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Photo of deceased children is from Syria in 2013, not Israel-Hamas war | Fact check

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Explosion kills hundreds of Palestinian patients at Gaza hospital
The Health Ministry run by Hamas blamed Israel for the hospital blast in Gaza that killed hundreds. Israel denied any involvement.

An Oct. 14 Facebook post (direct link, archive link) includes a photo of deceased children it claims was taken amid the Israel-Hamas war. 

“CHILD GENOCIDE IN PALESTINE,” reads the post. “614 Palestinian children murdered by the Israeli IOF Forces.” 

It was shared more than 40 times in four days. Other versions of the claim were shared widely on Instagram and X, formerly known as Twitter. Democratic Minnesota Rep. Ilhan Omar also reposted a version of the claim on X, as reported by outlets including the National Review and the New York Post.

Fact check roundup: Israel-Hamas war sparks many misleading claims online. Here’s what’s true and false.

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This photo predates the Israel-Hamas war that began in October by more than a decade. It was taken after a chemical weapons attack in Syria in 2013. 

The photo matches one used in a National Geographic article from 2013. The image’s caption says it shows deceased children after a chemical weapons attack near Damascus, Syria, on Aug. 21, 2013.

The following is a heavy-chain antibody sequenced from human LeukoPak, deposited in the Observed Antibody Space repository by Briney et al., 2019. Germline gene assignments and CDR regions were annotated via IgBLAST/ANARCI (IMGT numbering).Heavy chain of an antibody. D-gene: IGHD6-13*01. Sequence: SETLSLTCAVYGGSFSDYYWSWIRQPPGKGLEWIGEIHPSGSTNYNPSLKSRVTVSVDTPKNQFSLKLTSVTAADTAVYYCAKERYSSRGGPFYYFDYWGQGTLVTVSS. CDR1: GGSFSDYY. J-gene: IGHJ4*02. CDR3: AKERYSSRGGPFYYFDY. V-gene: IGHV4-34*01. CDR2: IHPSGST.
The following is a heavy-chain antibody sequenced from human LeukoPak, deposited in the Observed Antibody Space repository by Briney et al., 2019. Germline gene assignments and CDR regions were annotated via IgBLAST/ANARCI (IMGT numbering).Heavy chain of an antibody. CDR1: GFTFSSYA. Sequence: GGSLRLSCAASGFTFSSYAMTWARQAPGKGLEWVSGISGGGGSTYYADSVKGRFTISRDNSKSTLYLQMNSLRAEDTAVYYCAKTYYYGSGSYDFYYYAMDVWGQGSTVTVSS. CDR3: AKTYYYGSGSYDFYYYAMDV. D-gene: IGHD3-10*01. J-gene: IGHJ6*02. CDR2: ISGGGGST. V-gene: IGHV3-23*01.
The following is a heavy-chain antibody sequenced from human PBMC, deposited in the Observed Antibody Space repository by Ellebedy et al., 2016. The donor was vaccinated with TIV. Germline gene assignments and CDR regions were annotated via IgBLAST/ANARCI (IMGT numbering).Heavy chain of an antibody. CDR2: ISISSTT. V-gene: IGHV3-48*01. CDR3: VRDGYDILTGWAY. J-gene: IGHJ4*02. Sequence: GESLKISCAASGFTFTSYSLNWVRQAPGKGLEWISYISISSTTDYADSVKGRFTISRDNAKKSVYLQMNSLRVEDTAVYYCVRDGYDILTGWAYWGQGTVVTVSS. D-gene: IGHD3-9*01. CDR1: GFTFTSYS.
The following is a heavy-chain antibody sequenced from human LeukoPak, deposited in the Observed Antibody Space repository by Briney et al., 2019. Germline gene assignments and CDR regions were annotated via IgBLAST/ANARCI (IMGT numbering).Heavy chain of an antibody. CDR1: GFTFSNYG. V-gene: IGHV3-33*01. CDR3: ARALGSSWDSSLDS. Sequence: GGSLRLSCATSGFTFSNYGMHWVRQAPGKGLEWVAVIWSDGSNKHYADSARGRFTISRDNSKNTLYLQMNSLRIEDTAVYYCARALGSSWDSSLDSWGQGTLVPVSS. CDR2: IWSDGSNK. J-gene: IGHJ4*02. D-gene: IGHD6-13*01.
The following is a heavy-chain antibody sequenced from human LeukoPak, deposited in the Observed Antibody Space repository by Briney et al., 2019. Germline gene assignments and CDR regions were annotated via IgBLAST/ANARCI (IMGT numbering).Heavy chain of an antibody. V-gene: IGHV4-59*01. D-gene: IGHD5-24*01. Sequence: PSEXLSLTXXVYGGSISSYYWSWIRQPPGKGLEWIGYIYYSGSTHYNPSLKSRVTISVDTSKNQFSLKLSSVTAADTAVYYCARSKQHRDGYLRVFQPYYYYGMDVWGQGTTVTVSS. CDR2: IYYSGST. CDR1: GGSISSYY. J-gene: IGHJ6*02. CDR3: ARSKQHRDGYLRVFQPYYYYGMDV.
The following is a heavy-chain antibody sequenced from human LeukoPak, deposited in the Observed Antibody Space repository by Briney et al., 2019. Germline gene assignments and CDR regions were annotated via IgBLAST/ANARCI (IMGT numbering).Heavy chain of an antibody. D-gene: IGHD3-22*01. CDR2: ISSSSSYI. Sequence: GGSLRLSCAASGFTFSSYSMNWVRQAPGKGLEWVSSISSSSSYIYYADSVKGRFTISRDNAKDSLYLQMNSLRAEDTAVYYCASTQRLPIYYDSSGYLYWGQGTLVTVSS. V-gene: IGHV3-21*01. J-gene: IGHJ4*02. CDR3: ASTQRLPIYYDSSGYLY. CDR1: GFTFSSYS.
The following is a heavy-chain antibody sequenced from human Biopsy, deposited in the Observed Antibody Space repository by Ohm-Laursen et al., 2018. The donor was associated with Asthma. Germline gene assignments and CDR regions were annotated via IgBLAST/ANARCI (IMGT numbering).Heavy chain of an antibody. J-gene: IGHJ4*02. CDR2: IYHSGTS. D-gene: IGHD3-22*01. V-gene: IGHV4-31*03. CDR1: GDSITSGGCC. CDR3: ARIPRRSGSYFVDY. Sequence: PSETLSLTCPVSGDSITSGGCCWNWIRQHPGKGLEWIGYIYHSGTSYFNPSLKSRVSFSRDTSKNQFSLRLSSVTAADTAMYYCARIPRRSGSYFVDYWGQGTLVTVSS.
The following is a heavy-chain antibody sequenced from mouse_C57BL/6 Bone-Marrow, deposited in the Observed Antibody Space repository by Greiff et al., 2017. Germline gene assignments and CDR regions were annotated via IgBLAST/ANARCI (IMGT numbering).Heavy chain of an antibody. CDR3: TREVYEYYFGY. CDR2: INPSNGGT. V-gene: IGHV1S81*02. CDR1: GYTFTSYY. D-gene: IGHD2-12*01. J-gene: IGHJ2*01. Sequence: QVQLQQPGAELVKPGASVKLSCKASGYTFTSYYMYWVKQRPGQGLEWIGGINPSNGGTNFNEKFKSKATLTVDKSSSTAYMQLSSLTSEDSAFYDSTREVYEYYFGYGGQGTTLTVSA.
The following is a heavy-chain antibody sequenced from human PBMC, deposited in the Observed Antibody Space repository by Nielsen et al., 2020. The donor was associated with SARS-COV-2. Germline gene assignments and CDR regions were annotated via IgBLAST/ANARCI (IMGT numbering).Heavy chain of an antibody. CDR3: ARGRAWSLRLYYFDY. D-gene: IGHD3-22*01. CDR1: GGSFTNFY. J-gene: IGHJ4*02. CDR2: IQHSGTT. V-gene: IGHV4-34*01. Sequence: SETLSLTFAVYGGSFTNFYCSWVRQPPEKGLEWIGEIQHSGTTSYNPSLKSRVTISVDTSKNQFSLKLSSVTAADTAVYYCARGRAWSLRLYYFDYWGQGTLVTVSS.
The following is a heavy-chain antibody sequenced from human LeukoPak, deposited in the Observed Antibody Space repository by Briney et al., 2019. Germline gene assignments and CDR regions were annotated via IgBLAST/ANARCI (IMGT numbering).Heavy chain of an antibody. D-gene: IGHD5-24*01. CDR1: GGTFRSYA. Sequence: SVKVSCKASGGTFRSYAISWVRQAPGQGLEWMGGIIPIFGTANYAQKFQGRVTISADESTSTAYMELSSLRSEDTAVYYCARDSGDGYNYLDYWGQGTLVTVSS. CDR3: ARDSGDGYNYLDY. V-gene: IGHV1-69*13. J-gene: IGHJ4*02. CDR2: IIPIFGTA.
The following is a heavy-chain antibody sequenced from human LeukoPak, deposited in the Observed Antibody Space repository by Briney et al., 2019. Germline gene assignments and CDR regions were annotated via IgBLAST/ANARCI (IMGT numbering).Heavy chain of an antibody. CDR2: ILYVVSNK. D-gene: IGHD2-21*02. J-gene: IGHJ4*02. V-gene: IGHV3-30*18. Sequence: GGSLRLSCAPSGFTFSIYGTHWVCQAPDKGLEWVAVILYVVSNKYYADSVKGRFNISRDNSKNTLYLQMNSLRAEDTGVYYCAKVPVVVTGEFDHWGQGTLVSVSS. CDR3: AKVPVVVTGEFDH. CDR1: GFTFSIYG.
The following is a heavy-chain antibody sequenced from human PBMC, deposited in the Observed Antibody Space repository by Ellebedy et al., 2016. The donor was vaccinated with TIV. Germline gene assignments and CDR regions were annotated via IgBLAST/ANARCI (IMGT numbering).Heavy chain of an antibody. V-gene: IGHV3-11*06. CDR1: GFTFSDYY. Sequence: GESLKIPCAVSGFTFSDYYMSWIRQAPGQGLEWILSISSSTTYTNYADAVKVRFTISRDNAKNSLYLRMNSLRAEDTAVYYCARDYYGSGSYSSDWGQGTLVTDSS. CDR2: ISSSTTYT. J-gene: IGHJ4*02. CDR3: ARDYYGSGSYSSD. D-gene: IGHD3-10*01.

United Press International and AFP’s photo archives also describe the photo as showing the aftermath of a chemical weapons attack in Syria in 2013.

The Obama administration issued a report later that month saying the U.S. government had “high confidence” the Syrian government was behind the attack. A preliminary assessment reported the strike killed more than 1,400 people, including at least 400 children.

Fact check: Altered video used to make false claim CNN staged Israel-Hamas coverage

Children have been killed in the Israel-Hamas war, though exact figures vary.

UNICEF told CNN on Oct. 14 that more than 700 Palestinian children had been killed, according to local sources. It came a day after the organization more vaguely said “hundreds and hundreds of children” had been killed, in a statement that also called for an immediate ceasefire. 

Defense for Children International, an organization focused on protecting children’s rights worldwide, said on Oct. 16 that more than 1,000 Palestinian children had been killed since the conflict began on Oct. 7. 

A widely-spreading version of the claim was posted on X by a self-proclaimed journalist under the name Sulaiman Ahmed. The same account previously posted a false claim that Israeli forces destroyed a historic church in Gaza. USA TODAY has debunked that claim and an array of others surrounding the Israel-Hamas war, including false assertions that the Israeli defense minister said the country had “abolished” the rules of war and that a video shows Russian President Vladimir Putin warning the U.S. not to get involved in the conflict.

USA TODAY reached out to users who shared the post for comment but did not immediately receive a response.

AFP, Reuters and Lead Stories also debunked the claim. 

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